Bluegrass heritage owes debt to presidential native son
by Dee Grano
Musician Marilyn Meacham Price says, “Music is like anything, it evolves.” This was especially true of North Carolina music in the 1840s, when early songs of Appalachia were born of a country in transition.
The age of American bluegrass owes much to a kid from Mecklenburg County who became the best president you’ve never heard of.
“The Art of Music in the Mid-Nineteenth Century” at the President James K. Polk State Historic Site will feature old-time string music from the period of Polk’s administration. In addition to enjoying performances and sing-a-longs, visitors can make their own instruments at the event Saturday, June 9, from 10 a.m. to 4 p.m. This latest installment of the Polk State Historic Site series “Second Saturdays” is free and open to the public. Visit www.nchistoricsites.org/polk for more information.
“It’s a nice low-key day in which musicians and other folks are scattered around the site,” said Tom Hanchett, historian of the Levine Museum of the New South and fiddle player for the band Flat Possum Hoppers who will perform at the event. “As you wander under trees and through cabins, you’ll happen upon people playing and sharing with neighbors.”
“This event gives people an opportunity to listen to music they may have never heard before,” said Courtney Rounds, who coordinates programs and volunteers for the Polk State Historic Site. Both the site and the event are family-friendly. Though no concessions will be sold, patrons are welcome to bring a picnic lunch.
Located just off Lancaster Road in Pineville, the Polk State Historic Site sits on 22 acres of land once owned by the parents of the 11th president of the United States. After the Polk family moved to Tennessee, the land was parceled and sold but later reclaimed by the state of North Carolina. The Polk State Historic Site opened in 1968.
As the only presidential historic site in North Carolina, President James K. Polk State Historic Site’s mission is to educate the public on James Polk’s childhood (1795 to 1806) and presidency (1845 to 1849). In addition to outdoor exhibits and the Visitors Center, the site features reconstructions of typical period homestead buildings that are authentically furnished.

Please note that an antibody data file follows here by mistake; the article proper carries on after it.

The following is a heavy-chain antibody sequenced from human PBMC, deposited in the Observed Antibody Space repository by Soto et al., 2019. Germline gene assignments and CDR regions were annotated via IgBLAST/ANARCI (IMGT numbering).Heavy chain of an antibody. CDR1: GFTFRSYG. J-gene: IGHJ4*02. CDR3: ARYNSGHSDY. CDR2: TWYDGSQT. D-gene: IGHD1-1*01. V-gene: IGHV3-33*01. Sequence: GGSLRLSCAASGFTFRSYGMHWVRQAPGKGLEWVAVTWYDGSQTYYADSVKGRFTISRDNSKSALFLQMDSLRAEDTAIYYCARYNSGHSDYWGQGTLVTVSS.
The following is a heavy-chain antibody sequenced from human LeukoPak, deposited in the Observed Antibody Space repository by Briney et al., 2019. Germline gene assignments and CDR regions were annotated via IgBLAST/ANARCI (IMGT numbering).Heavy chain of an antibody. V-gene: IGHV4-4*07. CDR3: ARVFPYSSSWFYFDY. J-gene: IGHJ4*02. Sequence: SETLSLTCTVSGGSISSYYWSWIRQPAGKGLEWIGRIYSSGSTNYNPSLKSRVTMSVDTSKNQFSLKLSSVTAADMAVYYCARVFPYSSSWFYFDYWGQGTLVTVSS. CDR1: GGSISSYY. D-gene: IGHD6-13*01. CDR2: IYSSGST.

“You could be back 200 years even though you’re only five minutes from I-485,” Hanchett said.
Polk has been called an “overlooked president” (Newsweek 2009.) Scholars have ranked him highly for his ambitious single-term accomplishments: leading the country through the Mexican-American War, the settlement of the Oregon boundary dispute and the annexation of California.
“Polk’s administration was a major transition period for America,” said Tom Estes, past president of the Charlotte Folk Society, banjo player for the Flat Possum Hoppers and regional history buff. Estes said before Polk’s time, “American music tended to themes and songs of Europe, like the stiff fife and drum tunes from the British Isles.” Though the Revolutionary War (1775 to 1783) resulted in American independence, stateside colonial culture took time to evolve.
Westward expansion beyond the original 13 colonies was an official priority for Polk. “With the growth of a culture, all our gifts and differences become one unified whole,” Estes explained. Though closely identified with Southern music, the banjo is an African instrument brought to America by slaves. Appalachian clogging is a combination of European, American Indian and African dancing.